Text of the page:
Power to the People: Celebrate Constitution Day


Today is Constitution Day. Does this matter to your students? Do they know their rights? How informed are they about their liberties? On September 17th, 1787, attendees at the U.S. Constitutional Convention made history by signing the one of the most important documents in the world. Now, some 222 years later, America proudly recognizes the ratification of the United States Constitution (as well as all individuals who’ve become citizens by either coming of age or through the process of naturalization).

The Constitution of the United States of America is the supreme law of the United States. Even after more than two centuries, its effects on our nation are profound. This innovative document defines the three main branches of our government. Given the fact that upcoming debates on public issues center on interpretations of the Constitution (for example, disagreements over health care reform and the Tenth Amendment), educators should help pupils discover, explore, and respect its power.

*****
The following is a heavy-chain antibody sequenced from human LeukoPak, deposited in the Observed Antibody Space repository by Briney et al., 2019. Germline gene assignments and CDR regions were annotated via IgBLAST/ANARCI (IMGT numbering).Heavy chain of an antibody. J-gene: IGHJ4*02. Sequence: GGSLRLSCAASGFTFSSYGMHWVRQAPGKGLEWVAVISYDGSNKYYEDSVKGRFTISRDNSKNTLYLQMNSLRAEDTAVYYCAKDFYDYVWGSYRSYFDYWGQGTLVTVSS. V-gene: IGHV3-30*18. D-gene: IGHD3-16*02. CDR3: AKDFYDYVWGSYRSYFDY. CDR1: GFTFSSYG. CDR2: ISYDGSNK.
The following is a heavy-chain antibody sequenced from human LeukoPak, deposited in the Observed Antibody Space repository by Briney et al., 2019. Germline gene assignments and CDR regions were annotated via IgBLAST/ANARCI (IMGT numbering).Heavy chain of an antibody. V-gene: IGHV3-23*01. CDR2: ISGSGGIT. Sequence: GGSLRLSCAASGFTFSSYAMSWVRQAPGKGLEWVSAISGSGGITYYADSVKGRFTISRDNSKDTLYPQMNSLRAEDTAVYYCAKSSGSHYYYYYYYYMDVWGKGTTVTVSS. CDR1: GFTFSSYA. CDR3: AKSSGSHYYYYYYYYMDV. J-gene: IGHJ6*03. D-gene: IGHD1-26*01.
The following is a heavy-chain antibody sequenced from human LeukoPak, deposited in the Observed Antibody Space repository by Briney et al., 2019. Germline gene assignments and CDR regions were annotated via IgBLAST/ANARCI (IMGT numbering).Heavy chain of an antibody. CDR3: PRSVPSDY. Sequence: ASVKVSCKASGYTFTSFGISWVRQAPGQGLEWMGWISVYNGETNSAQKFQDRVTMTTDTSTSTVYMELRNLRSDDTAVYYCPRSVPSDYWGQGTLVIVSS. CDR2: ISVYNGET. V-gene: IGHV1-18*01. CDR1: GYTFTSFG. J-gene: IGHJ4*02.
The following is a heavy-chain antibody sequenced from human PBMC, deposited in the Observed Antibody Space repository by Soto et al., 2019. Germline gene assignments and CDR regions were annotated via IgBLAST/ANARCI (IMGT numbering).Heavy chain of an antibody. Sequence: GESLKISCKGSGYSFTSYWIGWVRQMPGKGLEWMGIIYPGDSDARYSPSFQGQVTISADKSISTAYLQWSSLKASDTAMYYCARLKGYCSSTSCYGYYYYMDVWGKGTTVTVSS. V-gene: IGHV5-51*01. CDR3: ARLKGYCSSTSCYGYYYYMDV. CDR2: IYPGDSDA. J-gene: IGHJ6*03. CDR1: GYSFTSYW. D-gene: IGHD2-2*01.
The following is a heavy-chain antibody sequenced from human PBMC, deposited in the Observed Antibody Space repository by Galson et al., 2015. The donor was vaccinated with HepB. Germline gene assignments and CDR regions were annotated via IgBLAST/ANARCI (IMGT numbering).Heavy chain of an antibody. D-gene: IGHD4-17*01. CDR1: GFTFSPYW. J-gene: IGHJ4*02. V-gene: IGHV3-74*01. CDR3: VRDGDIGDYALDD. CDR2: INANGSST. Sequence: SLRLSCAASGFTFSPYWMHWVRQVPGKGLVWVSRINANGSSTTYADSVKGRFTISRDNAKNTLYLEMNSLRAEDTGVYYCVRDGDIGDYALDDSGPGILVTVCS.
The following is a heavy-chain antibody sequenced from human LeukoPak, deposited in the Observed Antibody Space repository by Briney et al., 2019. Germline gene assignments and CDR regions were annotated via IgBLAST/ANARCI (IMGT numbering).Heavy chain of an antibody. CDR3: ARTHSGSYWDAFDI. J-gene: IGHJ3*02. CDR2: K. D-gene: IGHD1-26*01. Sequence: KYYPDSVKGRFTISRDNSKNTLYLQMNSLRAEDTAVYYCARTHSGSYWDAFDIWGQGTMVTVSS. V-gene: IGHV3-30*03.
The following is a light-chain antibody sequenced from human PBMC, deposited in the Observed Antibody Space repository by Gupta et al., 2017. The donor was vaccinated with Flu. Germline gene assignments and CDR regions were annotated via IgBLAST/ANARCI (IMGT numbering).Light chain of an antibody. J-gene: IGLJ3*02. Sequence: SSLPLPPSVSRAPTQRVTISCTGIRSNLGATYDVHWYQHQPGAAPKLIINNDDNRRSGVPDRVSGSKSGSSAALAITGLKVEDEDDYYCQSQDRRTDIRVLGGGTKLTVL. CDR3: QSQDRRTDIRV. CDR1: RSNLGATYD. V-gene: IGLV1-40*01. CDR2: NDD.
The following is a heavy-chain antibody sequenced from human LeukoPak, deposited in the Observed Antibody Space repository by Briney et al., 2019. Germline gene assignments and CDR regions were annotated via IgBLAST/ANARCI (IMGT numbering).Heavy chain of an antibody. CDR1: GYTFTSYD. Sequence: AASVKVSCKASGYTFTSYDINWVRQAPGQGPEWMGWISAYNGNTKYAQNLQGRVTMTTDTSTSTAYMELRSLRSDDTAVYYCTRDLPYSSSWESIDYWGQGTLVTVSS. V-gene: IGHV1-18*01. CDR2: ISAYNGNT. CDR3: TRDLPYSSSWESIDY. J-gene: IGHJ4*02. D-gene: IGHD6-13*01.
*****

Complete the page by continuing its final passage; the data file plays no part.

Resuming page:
Integrate a little technology: listen to a digital audio recitation of the Constitution as read by David P. Currie, the Edward H. Levi Distinguished Service Professor Emeritus of University of Chicago Law School.

Essential questions related to this topic:

  • What’s the best/worst way in which the Constitution has been interpreted?
  • Is the Constitution the best means of resolving the struggle between security and liberty? Explain your answer.
  • What (if anything) is the most important reason to understand or support the continued use of the Constitution?
  • Is it possible to improve the Constitution or is such an idea preposterous? If not, why not? If yes, why and how?
  • What’s the best evidence of the power of the Constitution?
  • What is the most good the Constitution has done for any individual in the history of our nation?
  • Is any portion of the Constitution weak?
  • What is the single, most important right insured by the Constitution?
  • What is the most compelling reason to deny and/or suspend an individual’s or group’s rights as guaranteed by the Constitution? Should these rights ever be suspended?
  • Which individual is the epitome of the ideals expressed in the Constitution (i.e., who is a role model for the ideals expressed in the document)?
  • How can/could the Constitution be reworded so as to express the same (or even more noble) ideals for a larger audience?

Related links:

Leave a Reply